But I said consistency is the key which is hard these times when new perfumes are popping up in the market like mushrooms. We all know how we like to switch fragrances in a whim especially when a popular brand is introduced to us in the women perfumes section in the mall. I, for one, keeps around 12 different scents in my closet - most of them were gifts.

Personally, I like to mix scents of my 'low key' perfumes like eau de toilet which are less concentrated (thus I don't have a signature scent). Those that doesn't smell too strong are usually safe to combine so feel free to experiment. On the other hand, no matter how much you want to use all the different scents, remember that 'less is more' in the perfume arena. It's great leaving a trail of scent after you exit the elevator, but it's another story if people get dizzy or sneezing as you walk along.

Monday, January 09, 2012

When I Grow Up, I Want to be a Supermodel

When we were children, friends of our folks or relatives would often ask us what we want to become when we grow up. It's also the most-awaited question in Little Miss Philippines, right?

I met this girl in Intramuros during a photoshoot trip -
she approached me, told me she wants to be a model and
asked me to take her picture. She's holding a tiara she
must have picked up somewhere.

I remember vividly how I've always replied that I want to be a doctor. That was before I got scared of blood, of ghost, and of anything gory. I still held on to that dream 'til the day I started applying for college admission when instead of taking preparatory medicine courses, I applied for Engineering. Quite far and totally unrelated to what I originally planned.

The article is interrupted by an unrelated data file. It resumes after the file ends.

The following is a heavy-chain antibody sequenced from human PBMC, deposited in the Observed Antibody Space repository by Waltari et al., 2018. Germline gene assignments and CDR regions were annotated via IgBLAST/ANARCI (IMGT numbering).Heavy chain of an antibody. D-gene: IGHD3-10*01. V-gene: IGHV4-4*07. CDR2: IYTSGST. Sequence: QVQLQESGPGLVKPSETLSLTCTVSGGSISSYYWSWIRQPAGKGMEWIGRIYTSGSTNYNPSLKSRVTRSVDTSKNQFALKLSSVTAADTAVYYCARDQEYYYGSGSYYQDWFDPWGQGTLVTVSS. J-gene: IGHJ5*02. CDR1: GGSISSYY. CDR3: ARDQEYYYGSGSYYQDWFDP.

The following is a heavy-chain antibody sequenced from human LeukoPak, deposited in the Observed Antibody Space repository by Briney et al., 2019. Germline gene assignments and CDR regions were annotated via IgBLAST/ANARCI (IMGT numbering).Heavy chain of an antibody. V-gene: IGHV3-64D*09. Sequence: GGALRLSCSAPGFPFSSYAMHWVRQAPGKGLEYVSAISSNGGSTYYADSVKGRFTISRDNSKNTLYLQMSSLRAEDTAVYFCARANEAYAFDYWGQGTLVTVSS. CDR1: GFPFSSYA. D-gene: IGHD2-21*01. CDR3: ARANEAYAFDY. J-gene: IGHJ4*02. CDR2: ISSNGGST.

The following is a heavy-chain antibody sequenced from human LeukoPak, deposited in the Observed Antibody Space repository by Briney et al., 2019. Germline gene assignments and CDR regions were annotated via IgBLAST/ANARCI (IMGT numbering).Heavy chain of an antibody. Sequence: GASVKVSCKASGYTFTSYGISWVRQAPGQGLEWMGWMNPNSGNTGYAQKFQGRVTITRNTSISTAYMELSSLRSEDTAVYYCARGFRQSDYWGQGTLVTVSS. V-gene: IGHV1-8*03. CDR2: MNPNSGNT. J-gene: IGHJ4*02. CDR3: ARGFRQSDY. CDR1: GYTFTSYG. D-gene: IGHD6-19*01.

Actually, before wanting to be a doctor, I first aimed to have very long hair and marry Alfie Anido. He was the 'love of my life' then. I was five years old (oh yeah, five and so alembong, hahaha). Unfortunately, Alfie got involved with Dina Bonnevie and was murdered. That left me heartbroken at six years old.

My Darling Sister used to love playing with water that she once aspired to become a laundry woman when she grew up, while my Little Sister saw the 'benefits' of being a teacher on Christmas Day (no. of students = no.of gifts) that she announced one day that she wants to become a teacher.

When I recall these times with my sisters, I can't help but laugh. Such good memories are so sweet to relive especially now that we're all grown up and with our own families. It's also good to note that none of us turned out to be anything we planned to be when we were small but we are all happy with what we have become nevertheless.

I'd like to believe every child, rich or poor, has a dream or ambition in life. It can be a simple toy he never had or to finish high school for a street child. For me, a child's dream symbolizes how bright he foresees his future to be.

In my favorite orphanage, the children's way of welcoming visitors (new ones they never met) was to introduce themselves with their name, age and what they hope to be someday. It's an interesting exercise - to hear and learn that despite being abused and abandoned by their own parents, they still want to be 'somebody' in the future. In our visit last year, most of them want to be singers or dancers but in my recent encounter with them, most have changed their dreams into professions like being a teacher, a lawyer or even a nun. And that is perfectly fine, right? It means they continue to see better days ahead.